Why did the sale end up going to court and should the sale, and indeed future sales of any football club, be the subject of such public scrutiny? Was it controversial or commonplace or none of the above?
It is my view that this is simply the latest high-profile club whose sale has been the subject of due legal process. It is lamentable that a club which used to be known for conducting their affairs in private - "The Liverpool Way" - with a glorious tradition both on and off the pitch have now become headliners in the most non-athletic of ways. However, I do not deem this to be unusual nor indeed un-commonplace. The list of clubs who have changed owners publicly and with a degree of acrimony is extensive and includes, in recent times, Manchester United, Chelsea (Bates/Harding), Spurs (Venables/Sugar) and of course Liverpool. These clubs are scions of the English game but just as susceptible to hostile takeovers, leveraged buyouts or directors' disputes as any other corporate entity.
Why did LFC's sale go to Court?
My answer to this question is simple - it was because of two deeply entrenched positions adopted by opposing parties who had lost all semblance of effective communication and wished to assert their rights at law. Sadly, this does not sound any different to the basis of any other piece of litigation. Which is the thrust of one of my points of view in this article - that football cannot expect to be treated any differently to other businesses as we move further into the 21st century.
After all, what are the alternatives? Most sports are fiercely self-regulating and I'm sure that Sepp Blatter would prefer these disputes or deals to be dealt with within the "football family" but there is really no power to enforce such a course of action despite the promulgation of Article 64 (2) & (3) of the FIFA Statutes which provides as follows:
"2 Recourse to ordinary courts of law is prohibited unless specifically provided for in the FIFA regulations.
3. The Associations shall insert a clause in their statutes or regulations, stipulating that it is prohibited to take disputes in the Association or disputes affecting Leagues, members of Leagues, clubs, members of clubs, Players, Officials and other Association Officials to ordinary courts of law, unless the FIFA regulations or binding legal provisions specifically provide for or stipulate recourse to ordinary courts of law. Instead of recourse to ordinary courts of law, provision shall be made for arbitration. Such disputes shall be taken to an independent and duly constituted arbitration tribunal recognised under the rules of the Association or Confederation or to CAS.
The Associations shall also ensure that this stipulation is implemented in the Association, if necessary by imposing a binding obligation on its members. The Associations shall impose sanctions on any party that fails to respect this obligation and ensure that any appeal against such sanctions shall likewise be strictly submitted to arbitration, and not to ordinary courts of law."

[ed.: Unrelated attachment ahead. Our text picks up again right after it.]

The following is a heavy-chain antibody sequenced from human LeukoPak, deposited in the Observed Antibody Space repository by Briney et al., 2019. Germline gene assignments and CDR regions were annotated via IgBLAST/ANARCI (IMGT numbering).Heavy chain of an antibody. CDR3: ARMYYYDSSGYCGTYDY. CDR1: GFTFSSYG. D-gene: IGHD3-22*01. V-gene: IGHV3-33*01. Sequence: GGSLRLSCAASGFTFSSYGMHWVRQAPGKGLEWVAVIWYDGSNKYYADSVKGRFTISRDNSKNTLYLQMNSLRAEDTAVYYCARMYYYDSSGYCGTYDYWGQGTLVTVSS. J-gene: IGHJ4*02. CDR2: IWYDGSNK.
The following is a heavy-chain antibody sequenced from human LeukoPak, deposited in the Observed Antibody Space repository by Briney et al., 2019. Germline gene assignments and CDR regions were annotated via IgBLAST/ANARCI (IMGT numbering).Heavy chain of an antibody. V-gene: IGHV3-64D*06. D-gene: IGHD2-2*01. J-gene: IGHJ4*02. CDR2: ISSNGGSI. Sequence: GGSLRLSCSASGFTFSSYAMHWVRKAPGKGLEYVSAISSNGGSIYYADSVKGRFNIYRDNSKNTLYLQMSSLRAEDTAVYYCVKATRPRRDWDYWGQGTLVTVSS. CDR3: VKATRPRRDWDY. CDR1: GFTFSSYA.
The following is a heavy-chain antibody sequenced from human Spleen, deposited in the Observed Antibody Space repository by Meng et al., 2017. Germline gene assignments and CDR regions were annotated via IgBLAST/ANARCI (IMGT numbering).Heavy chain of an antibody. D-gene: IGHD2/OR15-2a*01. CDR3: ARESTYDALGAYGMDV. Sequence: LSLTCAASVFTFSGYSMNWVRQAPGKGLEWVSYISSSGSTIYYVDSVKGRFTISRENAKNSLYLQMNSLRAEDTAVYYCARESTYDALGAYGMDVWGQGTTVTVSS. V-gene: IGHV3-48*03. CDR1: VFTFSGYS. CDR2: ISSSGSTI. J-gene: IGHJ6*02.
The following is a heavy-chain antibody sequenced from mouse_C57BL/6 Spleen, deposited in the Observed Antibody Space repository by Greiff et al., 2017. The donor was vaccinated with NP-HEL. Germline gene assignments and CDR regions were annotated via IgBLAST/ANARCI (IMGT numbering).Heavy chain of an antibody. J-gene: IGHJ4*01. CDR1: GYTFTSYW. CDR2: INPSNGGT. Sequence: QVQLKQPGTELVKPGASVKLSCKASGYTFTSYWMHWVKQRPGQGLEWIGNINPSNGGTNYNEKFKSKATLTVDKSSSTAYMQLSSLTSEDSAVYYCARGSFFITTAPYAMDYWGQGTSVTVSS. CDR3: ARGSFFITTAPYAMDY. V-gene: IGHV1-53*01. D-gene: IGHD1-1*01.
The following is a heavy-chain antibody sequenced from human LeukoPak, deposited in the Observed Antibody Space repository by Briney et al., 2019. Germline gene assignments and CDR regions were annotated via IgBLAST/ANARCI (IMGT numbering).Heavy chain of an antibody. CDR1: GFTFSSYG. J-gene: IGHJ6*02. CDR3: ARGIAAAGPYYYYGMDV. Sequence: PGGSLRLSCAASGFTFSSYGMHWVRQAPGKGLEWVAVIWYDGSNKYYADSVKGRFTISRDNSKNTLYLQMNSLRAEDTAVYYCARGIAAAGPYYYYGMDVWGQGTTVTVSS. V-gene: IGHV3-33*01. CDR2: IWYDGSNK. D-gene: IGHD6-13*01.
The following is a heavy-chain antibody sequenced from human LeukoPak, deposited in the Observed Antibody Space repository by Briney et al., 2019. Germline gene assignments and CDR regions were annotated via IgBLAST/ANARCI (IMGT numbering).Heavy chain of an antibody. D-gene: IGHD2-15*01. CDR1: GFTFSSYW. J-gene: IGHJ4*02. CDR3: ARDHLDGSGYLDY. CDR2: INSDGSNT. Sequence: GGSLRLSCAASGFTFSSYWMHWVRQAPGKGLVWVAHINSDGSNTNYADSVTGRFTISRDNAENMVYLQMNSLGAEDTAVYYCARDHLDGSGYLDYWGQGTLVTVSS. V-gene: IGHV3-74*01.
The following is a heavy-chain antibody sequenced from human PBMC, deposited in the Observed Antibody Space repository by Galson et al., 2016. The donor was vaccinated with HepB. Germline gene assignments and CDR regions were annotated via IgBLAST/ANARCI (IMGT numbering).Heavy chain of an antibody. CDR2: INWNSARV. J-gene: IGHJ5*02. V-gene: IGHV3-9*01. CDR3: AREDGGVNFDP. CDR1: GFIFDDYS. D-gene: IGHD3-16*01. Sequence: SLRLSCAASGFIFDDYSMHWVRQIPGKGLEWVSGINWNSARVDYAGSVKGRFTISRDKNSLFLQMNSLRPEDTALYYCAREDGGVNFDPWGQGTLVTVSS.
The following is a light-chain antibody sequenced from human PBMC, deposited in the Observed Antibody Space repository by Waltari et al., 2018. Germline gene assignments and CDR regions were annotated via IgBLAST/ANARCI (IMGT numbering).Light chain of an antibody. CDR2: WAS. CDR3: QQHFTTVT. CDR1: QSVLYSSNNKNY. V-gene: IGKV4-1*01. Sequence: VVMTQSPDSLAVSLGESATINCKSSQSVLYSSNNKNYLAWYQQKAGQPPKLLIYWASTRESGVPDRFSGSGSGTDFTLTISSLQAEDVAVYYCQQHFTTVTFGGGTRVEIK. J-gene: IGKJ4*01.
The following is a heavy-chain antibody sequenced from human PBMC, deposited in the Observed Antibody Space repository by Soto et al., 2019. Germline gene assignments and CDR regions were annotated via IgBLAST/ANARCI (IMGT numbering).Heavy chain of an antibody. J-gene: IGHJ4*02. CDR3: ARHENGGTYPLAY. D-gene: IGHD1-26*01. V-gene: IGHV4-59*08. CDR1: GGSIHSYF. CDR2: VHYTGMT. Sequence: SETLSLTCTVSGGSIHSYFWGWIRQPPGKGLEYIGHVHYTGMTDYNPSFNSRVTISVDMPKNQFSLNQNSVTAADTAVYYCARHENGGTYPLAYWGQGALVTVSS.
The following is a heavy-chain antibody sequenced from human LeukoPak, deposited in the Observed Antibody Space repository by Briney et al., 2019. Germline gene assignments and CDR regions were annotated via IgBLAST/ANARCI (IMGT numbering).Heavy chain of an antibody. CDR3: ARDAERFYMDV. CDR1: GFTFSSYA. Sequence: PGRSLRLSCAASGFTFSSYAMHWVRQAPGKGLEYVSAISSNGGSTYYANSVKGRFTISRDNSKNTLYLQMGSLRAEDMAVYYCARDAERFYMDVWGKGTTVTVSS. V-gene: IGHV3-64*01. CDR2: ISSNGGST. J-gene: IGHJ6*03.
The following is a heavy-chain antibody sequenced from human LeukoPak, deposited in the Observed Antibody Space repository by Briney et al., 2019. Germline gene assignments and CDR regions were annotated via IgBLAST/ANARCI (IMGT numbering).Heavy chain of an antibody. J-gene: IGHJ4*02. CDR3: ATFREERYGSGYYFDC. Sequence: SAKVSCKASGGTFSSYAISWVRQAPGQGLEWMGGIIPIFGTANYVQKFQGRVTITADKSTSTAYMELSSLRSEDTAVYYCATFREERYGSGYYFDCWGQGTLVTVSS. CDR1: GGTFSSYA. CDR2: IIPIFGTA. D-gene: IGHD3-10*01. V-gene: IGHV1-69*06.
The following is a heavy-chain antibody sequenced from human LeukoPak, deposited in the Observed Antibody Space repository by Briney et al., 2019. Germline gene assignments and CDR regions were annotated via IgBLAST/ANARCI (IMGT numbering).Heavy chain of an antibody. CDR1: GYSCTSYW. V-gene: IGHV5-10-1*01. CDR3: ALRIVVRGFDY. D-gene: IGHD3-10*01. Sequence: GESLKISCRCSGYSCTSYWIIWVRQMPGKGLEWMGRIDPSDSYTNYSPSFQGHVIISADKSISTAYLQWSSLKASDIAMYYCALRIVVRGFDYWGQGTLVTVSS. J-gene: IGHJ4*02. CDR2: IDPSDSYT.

I readily concede that the above Article does not appear to specifically envision a dispute between a club and its lending institution. But certainly the wording "it is prohibited to take disputes ... affecting. ... clubs ... to the ordinary courts of law" could, on some interpretations, be held to convey the meaning that any dispute whatsoever involving a club and anyone or anything else should be channelled through FIFA.
Such an Article has placed FIFA under enormous pressure at the level of the European Parliament ("EP") which adopted the following motion on 29 March 2007:
3. [The EP] Takes the view that applying to the civil courts, even when not justified in sports terms, cannot be penalised by disciplinary regulations; and condemns the arbitrary decisions by FIFA in this respect;
4. Asks UEFA and FIFA to accept in their statutes the right of recourse to ordinary courts, but recognises that the principle self-regulation implies and justifies the structures of the European sports model and the fundamental principles governing the organisation of sporting competitions, including anti-doping regulations and disciplinary sanctions."
If there is no faith or indeed no adequate remedies within FIFA then clubs have no option but to turn to the High Court (or their local civil courts). It is of note, I believe, that there was no protest from FIFA HQ in Zurich about the recent spate of high-level football clubs seeking redress outside of FIFA or the Court of Arbitration for Sport ("CAS"). This must be taken as a tacit admission that whilst a particular level of dispute can, and should, be dealt with through FIFA (or National Associations) they are inherently ill-equipped to deal with the commercial realities of today's world. Hence, the application to the High Court by both RBS and Hicks & Gillett.
Should LFC's sale, and indeed future sales of any football club, be the subject of such public scrutiny?